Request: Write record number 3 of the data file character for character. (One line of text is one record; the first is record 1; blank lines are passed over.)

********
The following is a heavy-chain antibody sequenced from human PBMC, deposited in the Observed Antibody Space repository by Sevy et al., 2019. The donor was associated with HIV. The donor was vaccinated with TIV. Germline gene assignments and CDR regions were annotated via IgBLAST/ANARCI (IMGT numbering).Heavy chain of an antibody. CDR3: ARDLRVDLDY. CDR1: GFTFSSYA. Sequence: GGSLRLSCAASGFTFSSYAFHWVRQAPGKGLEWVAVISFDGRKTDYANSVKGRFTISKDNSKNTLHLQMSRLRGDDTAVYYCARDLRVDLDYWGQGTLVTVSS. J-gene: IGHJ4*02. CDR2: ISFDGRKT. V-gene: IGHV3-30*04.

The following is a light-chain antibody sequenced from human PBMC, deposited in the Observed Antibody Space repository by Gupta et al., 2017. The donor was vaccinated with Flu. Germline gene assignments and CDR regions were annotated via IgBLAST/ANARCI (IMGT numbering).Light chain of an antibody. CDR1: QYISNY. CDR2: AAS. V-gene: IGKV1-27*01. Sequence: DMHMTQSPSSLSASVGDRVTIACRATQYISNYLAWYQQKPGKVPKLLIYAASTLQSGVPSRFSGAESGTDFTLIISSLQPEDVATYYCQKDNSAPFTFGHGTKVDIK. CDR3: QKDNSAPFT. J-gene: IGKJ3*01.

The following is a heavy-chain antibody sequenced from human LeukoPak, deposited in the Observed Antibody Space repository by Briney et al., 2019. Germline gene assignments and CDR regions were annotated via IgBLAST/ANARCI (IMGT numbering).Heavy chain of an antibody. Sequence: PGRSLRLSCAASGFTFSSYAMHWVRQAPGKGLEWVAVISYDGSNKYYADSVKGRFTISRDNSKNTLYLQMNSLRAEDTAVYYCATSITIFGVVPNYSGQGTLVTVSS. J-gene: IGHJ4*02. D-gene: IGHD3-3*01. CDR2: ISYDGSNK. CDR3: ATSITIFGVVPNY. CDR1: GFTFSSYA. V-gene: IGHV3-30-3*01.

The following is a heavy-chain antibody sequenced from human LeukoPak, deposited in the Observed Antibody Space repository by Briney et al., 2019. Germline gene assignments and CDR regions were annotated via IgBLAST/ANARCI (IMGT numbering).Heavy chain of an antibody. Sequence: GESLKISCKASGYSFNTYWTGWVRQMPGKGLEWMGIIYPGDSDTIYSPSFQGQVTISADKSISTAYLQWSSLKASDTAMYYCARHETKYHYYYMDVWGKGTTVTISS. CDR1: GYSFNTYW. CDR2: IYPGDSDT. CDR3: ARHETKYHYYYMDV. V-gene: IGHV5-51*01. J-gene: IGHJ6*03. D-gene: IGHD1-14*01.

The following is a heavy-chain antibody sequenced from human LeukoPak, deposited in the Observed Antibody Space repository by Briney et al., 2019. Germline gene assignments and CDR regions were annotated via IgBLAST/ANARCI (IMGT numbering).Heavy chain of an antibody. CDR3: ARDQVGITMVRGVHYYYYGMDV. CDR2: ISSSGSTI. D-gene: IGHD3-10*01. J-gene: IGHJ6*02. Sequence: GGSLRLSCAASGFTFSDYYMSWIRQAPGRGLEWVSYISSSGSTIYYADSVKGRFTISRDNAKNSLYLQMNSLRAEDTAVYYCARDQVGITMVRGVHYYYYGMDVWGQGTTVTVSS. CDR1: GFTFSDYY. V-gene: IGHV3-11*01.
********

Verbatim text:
The following is a heavy-chain antibody sequenced from human LeukoPak, deposited in the Observed Antibody Space repository by Briney et al., 2019. Germline gene assignments and CDR regions were annotated via IgBLAST/ANARCI (IMGT numbering).Heavy chain of an antibody. Sequence: PGRSLRLSCAASGFTFSSYAMHWVRQAPGKGLEWVAVISYDGSNKYYADSVKGRFTISRDNSKNTLYLQMNSLRAEDTAVYYCATSITIFGVVPNYSGQGTLVTVSS. J-gene: IGHJ4*02. D-gene: IGHD3-3*01. CDR2: ISYDGSNK. CDR3: ATSITIFGVVPNY. CDR1: GFTFSSYA. V-gene: IGHV3-30-3*01.